However a proprietary company may be exempt from having its financial report audited (see Regulatory Guide 115 and CO 98/1417Audit Relief for Proprietary Companies) or may otherwise be eligible for audit relief.

A disclosing entity must have its interim financial report reviewed and obtain a registered company auditor's review report.

  1. Explain the purpose of a financial audit and auditor’s report.

Audit report

The purpose of an audit is for an independent third party to examine the financial statements of an entity. This examination is an objective evaluation of the statements, which results in an audit opinion regarding whether the statements have been presented fairly and in accordance with the applicable accounting framework (such as GAAP or IFRS). This opinion greatly enhances the credibility of the financial statements with users, such as lenders, creditors, and investors. Based on this opinion, users of the financial statements are more likely to provide credit and funding to a business, possibly resulting in a reduced cost of capital for the entity.

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Auditor’s report

An auditor's report is a written letter attached to a company's financial statements that express its opinion on a company's compliance with standard accounting practices. The auditor's report is required to be filed with a public company's financial statements when reporting earnings to the Securities and Exchange Commission (SEC). However, an auditor's report is not an evaluation of whether a company is a good investment. Also, the audit report is not an analysis of the company's earnings performance for the period. Instead, the report is merely a measure of the reliability of the financial statements.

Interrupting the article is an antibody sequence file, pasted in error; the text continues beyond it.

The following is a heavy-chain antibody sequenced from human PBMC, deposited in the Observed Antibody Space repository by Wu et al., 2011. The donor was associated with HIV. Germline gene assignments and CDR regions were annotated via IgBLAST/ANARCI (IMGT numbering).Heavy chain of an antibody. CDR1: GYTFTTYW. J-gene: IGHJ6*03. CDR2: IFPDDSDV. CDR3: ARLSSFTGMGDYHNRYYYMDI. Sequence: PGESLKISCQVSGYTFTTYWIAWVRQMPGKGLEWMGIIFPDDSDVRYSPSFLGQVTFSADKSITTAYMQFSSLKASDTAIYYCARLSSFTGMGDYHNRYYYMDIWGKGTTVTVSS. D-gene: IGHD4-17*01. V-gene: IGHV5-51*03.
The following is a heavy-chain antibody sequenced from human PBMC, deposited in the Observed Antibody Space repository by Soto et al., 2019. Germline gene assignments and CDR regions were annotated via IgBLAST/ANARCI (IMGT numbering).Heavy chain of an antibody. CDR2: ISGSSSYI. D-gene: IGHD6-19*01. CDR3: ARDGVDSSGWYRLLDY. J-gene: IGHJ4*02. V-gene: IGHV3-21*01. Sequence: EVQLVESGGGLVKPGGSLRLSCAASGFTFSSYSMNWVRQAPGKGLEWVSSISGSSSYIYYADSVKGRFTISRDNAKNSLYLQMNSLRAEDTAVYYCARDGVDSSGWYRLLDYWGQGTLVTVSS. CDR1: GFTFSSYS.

1. Describe why companies may choose to develop budgets.

Budgeting is the basis for all business success. It helps with both planning and control of the finances of the business. If there is no control over spending, planning is futile and if there is no planning there are no business objectives to achieve.

A budget is a plan to:

  • control the finances of the business
  • ensure that the business can fund its current commitments
  • enable the business to meet it objectives and make confident financial decisions; and
  • make sure that the business has money for future projects.

The benefits of budgeting should never be underestimated when running a business:

  • budgeting estimates revenue, plans expenditure and restricts any spending that is not part of the plan
  • budgeting ensures that money is allocated to those things that support the strategic objectives of the business
  • a well communicated budget helps everyone understand the priorities of the business
  • the process of creating a budget provides opportunities to involve staff, resulting in them sharing the organisation’s vision; and
  • engaging the team in reviewing and comparing the budget with actuals can provide information that highlights the strengths and weaknesses of the business.

If you’re running your business without a proper budget you may find you’re actually just running around in circles and not meeting your long-term goals. By taking the time now to set a budget, you will free up time in the future and give yourself the best chance of achieving the rewards you want for your hard work.

  1. Explain the main steps in the budgeting process.

Are economic troubles causing you to consider your personal financial situation? You may be worried about losing your job or how much debt you have. Avoid a potential personal financial crisis; get back to basics with a budget you can stick to. Here’s how to start:

Step 1: Set Realistic Goals